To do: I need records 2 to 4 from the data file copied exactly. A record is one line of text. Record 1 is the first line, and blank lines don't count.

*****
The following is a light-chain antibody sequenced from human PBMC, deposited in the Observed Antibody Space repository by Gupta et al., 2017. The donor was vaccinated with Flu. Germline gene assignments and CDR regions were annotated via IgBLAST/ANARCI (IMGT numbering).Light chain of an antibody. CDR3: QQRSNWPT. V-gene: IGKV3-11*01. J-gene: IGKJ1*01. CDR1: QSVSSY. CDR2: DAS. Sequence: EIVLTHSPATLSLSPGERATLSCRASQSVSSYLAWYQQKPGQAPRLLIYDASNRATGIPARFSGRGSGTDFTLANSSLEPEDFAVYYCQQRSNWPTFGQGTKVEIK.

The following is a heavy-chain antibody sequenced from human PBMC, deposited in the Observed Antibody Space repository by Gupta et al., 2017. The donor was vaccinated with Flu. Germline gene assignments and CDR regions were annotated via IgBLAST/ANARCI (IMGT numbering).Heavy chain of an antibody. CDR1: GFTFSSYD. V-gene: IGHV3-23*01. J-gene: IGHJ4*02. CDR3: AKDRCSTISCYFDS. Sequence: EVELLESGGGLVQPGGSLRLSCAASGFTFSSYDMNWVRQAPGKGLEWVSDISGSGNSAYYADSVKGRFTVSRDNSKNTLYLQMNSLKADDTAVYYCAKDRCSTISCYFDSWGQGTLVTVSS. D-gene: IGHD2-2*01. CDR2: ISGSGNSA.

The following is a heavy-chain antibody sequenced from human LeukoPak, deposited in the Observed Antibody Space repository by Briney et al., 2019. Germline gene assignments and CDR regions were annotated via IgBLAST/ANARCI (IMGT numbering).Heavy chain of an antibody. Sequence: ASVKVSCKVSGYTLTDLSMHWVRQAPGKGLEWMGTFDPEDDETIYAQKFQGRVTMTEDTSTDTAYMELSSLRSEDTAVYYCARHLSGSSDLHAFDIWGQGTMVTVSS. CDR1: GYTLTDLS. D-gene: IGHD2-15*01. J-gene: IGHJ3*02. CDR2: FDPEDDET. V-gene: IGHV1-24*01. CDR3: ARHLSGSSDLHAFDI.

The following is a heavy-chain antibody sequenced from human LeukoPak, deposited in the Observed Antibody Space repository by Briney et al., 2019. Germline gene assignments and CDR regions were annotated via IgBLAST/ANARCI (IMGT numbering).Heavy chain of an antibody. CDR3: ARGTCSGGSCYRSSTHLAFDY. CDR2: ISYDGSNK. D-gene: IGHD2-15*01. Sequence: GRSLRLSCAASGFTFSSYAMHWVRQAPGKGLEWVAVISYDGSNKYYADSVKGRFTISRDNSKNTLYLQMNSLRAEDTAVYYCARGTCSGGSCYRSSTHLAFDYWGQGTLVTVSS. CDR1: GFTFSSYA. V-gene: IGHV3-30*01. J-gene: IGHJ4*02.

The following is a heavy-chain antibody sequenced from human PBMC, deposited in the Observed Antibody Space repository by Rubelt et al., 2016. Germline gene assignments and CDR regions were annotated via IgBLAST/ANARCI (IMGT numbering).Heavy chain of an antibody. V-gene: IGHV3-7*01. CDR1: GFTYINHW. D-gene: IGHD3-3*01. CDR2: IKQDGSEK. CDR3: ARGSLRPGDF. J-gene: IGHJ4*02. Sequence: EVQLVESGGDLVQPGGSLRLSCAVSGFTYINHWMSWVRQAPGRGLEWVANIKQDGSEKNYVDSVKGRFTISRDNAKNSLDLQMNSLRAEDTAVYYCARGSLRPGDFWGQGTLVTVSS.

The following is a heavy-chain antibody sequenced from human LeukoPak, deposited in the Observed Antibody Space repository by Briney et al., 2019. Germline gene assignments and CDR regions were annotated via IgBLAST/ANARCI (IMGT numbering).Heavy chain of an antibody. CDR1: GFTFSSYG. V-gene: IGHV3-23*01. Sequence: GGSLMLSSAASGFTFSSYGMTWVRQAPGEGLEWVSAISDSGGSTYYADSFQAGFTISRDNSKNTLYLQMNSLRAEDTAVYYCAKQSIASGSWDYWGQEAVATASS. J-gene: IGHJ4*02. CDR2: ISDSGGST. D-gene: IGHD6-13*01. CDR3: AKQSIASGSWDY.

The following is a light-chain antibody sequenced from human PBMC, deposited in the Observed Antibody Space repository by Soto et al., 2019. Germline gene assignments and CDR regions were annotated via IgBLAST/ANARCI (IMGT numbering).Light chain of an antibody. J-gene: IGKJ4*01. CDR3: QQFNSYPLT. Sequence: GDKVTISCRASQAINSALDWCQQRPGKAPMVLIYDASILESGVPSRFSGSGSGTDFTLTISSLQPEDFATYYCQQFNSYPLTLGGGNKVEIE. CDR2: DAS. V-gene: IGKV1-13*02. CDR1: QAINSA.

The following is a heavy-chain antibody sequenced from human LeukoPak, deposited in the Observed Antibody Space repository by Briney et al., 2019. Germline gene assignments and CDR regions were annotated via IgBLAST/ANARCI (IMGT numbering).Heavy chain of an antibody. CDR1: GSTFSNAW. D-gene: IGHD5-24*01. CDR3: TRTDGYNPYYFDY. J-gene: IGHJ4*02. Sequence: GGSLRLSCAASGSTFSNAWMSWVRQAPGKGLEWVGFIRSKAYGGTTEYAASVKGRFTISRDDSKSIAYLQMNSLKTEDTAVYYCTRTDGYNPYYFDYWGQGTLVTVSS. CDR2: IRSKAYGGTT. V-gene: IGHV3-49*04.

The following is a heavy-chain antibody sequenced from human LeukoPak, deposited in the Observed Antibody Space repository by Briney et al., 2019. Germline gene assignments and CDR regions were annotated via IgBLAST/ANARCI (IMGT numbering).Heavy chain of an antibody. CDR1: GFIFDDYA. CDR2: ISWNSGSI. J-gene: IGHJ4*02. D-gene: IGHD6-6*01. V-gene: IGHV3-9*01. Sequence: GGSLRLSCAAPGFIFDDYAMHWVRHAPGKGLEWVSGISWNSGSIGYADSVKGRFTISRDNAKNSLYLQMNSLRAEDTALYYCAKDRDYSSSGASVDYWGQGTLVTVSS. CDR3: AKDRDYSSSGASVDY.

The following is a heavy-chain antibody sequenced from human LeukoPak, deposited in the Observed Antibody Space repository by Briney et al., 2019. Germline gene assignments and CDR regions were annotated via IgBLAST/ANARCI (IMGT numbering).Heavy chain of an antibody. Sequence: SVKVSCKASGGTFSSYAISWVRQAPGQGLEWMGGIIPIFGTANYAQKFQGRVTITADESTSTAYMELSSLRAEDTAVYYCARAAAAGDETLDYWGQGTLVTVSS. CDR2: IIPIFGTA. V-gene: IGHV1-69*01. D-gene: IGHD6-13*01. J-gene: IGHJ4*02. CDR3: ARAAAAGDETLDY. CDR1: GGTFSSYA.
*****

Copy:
The following is a heavy-chain antibody sequenced from human PBMC, deposited in the Observed Antibody Space repository by Gupta et al., 2017. The donor was vaccinated with Flu. Germline gene assignments and CDR regions were annotated via IgBLAST/ANARCI (IMGT numbering).Heavy chain of an antibody. CDR1: GFTFSSYD. V-gene: IGHV3-23*01. J-gene: IGHJ4*02. CDR3: AKDRCSTISCYFDS. Sequence: EVELLESGGGLVQPGGSLRLSCAASGFTFSSYDMNWVRQAPGKGLEWVSDISGSGNSAYYADSVKGRFTVSRDNSKNTLYLQMNSLKADDTAVYYCAKDRCSTISCYFDSWGQGTLVTVSS. D-gene: IGHD2-2*01. CDR2: ISGSGNSA.

The following is a heavy-chain antibody sequenced from human LeukoPak, deposited in the Observed Antibody Space repository by Briney et al., 2019. Germline gene assignments and CDR regions were annotated via IgBLAST/ANARCI (IMGT numbering).Heavy chain of an antibody. Sequence: ASVKVSCKVSGYTLTDLSMHWVRQAPGKGLEWMGTFDPEDDETIYAQKFQGRVTMTEDTSTDTAYMELSSLRSEDTAVYYCARHLSGSSDLHAFDIWGQGTMVTVSS. CDR1: GYTLTDLS. D-gene: IGHD2-15*01. J-gene: IGHJ3*02. CDR2: FDPEDDET. V-gene: IGHV1-24*01. CDR3: ARHLSGSSDLHAFDI.

The following is a heavy-chain antibody sequenced from human LeukoPak, deposited in the Observed Antibody Space repository by Briney et al., 2019. Germline gene assignments and CDR regions were annotated via IgBLAST/ANARCI (IMGT numbering).Heavy chain of an antibody. CDR3: ARGTCSGGSCYRSSTHLAFDY. CDR2: ISYDGSNK. D-gene: IGHD2-15*01. Sequence: GRSLRLSCAASGFTFSSYAMHWVRQAPGKGLEWVAVISYDGSNKYYADSVKGRFTISRDNSKNTLYLQMNSLRAEDTAVYYCARGTCSGGSCYRSSTHLAFDYWGQGTLVTVSS. CDR1: GFTFSSYA. V-gene: IGHV3-30*01. J-gene: IGHJ4*02.